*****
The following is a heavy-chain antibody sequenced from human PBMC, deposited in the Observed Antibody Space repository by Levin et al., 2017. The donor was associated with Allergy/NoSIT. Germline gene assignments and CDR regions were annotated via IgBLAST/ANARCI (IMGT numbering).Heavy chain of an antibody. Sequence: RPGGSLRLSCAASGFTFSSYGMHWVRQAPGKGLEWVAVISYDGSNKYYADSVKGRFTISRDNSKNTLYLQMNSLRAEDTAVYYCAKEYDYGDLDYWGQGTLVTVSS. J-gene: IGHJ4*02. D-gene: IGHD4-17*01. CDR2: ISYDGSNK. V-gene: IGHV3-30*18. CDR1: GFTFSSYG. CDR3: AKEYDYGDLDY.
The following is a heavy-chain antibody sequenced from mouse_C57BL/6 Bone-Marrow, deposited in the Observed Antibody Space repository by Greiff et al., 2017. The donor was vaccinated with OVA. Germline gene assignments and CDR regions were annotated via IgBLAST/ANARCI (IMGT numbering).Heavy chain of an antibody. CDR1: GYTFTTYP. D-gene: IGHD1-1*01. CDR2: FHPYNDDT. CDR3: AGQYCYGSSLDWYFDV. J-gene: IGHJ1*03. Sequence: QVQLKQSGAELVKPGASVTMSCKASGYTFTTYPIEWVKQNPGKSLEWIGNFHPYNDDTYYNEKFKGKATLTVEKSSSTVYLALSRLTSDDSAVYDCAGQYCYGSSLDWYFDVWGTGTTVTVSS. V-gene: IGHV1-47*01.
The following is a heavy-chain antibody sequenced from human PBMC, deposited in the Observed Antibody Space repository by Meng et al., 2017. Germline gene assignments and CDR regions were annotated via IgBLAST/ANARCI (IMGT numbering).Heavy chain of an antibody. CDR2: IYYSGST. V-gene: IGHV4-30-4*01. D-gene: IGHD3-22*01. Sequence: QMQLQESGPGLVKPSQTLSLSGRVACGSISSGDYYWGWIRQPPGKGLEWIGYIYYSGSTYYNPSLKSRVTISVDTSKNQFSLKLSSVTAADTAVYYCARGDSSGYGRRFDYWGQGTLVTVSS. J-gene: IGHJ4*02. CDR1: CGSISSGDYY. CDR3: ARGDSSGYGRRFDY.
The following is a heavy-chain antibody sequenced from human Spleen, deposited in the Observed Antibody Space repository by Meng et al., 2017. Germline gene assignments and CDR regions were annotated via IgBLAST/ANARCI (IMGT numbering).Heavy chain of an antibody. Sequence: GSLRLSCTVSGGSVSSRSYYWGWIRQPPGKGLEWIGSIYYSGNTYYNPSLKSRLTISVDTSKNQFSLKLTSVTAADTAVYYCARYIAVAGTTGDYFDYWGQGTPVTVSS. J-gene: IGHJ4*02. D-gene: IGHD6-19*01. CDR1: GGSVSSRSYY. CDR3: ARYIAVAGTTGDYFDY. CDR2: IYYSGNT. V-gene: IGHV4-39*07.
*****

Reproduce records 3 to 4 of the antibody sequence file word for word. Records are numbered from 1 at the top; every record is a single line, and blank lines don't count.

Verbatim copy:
The following is a heavy-chain antibody sequenced from human PBMC, deposited in the Observed Antibody Space repository by Meng et al., 2017. Germline gene assignments and CDR regions were annotated via IgBLAST/ANARCI (IMGT numbering).Heavy chain of an antibody. CDR2: IYYSGST. V-gene: IGHV4-30-4*01. D-gene: IGHD3-22*01. Sequence: QMQLQESGPGLVKPSQTLSLSGRVACGSISSGDYYWGWIRQPPGKGLEWIGYIYYSGSTYYNPSLKSRVTISVDTSKNQFSLKLSSVTAADTAVYYCARGDSSGYGRRFDYWGQGTLVTVSS. J-gene: IGHJ4*02. CDR1: CGSISSGDYY. CDR3: ARGDSSGYGRRFDY.
The following is a heavy-chain antibody sequenced from human Spleen, deposited in the Observed Antibody Space repository by Meng et al., 2017. Germline gene assignments and CDR regions were annotated via IgBLAST/ANARCI (IMGT numbering).Heavy chain of an antibody. Sequence: GSLRLSCTVSGGSVSSRSYYWGWIRQPPGKGLEWIGSIYYSGNTYYNPSLKSRLTISVDTSKNQFSLKLTSVTAADTAVYYCARYIAVAGTTGDYFDYWGQGTPVTVSS. J-gene: IGHJ4*02. D-gene: IGHD6-19*01. CDR1: GGSVSSRSYY. CDR3: ARYIAVAGTTGDYFDY. CDR2: IYYSGNT. V-gene: IGHV4-39*07.